Project summary: High-throughput Single Cell Screening Using a MEMS Assay

Within this project we want to take the first steps towards an automated system for high-throughput single cell based screening in the production of novel biopharmaceuticals using a new MEMS array technology which allows for single cell read-out.

The current sales of biotherapeutics in the biopharmaceutical industry is close to US$125 billion. The amount of new cell line development projects for drug production purposes is still growing rapidly mainly due to the expiration of blockbuster biologics which has spurred the emergence of biosimilars. Mammalian cells have been utilized for a long time in the production of biopharmaceuticals. Currently cell handling is executed at the colony level (single-colony-based-breeding). However, these colonies are highly heterogeneous in nature due to the gene amplification process and random gene integration. As a result, production rates amongst different cells in a colony varies greatly. This implies that large numbers of clones have to be screened to identify the rare stable high producer cell clones. Consequently, the current cell line development processes are extremely time, labour and capital intensive.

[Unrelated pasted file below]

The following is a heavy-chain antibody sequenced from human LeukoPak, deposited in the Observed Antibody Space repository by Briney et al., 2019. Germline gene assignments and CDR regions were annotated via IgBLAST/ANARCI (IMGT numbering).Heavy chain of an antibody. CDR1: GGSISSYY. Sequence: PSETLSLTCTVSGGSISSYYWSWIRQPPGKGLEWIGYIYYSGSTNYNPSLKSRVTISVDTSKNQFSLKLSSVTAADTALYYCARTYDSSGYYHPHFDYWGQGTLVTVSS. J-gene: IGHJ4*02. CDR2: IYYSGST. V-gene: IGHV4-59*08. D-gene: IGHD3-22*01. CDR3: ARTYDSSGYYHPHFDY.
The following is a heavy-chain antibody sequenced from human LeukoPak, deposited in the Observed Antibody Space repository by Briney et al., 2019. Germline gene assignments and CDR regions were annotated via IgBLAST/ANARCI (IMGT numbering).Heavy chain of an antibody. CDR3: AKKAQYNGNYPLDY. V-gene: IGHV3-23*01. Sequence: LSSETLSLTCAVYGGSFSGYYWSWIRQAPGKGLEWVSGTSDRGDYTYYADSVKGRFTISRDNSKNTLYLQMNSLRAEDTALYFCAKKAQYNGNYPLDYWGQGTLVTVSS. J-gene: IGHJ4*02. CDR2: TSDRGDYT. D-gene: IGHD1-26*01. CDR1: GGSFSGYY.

High-producing cell lines could be established much more effectively by sorting single cells (as opposed to colonies), with high and stable expression rates, early in the production process. Microwell array technology, whereby each microwell occupies a single cell, has been suggested as a means for high-throughput screening of large numbers of individual cells. The bottleneck which currently hampers microwell array technology from entering the market successfully is the lack of an efficient and sensitive single cell read-out system.

In the current project a MEMS microarray will be developed containing a read-out pore (or read-out pores) in the bottom of each well in the array. These pores will allow stamping of products (such as antibodies) secreted by individual cells on a substrate such as paper, pvdf, other. Subsequently, read-out will be performed using for example ELISA technology and/or fluorescently labelled antibodies.

The major advantage of this approach is that the readout system does not interfere in any way with the cells in the wells of the array. Moreover, due to the sensitivity of the immunological read-out it is expected to be fast. Other advantages include that the read-out methodology is highly selective (allowing discrimination between antibody isotypes and/or subclasses), high throughput, quantitative, cheap, simple and compatible with current workflows in the field.